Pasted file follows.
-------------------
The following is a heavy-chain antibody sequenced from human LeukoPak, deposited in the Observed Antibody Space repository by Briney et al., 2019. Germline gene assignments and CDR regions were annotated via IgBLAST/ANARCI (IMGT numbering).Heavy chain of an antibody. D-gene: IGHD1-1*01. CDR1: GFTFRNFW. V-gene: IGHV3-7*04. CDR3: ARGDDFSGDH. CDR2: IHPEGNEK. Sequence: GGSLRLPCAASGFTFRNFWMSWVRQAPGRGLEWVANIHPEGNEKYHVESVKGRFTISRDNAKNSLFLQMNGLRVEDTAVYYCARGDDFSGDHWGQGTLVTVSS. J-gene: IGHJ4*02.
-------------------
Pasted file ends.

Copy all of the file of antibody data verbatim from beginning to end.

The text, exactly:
The following is a heavy-chain antibody sequenced from human LeukoPak, deposited in the Observed Antibody Space repository by Briney et al., 2019. Germline gene assignments and CDR regions were annotated via IgBLAST/ANARCI (IMGT numbering).Heavy chain of an antibody. D-gene: IGHD1-1*01. CDR1: GFTFRNFW. V-gene: IGHV3-7*04. CDR3: ARGDDFSGDH. CDR2: IHPEGNEK. Sequence: GGSLRLPCAASGFTFRNFWMSWVRQAPGRGLEWVANIHPEGNEKYHVESVKGRFTISRDNAKNSLFLQMNGLRVEDTAVYYCARGDDFSGDHWGQGTLVTVSS. J-gene: IGHJ4*02.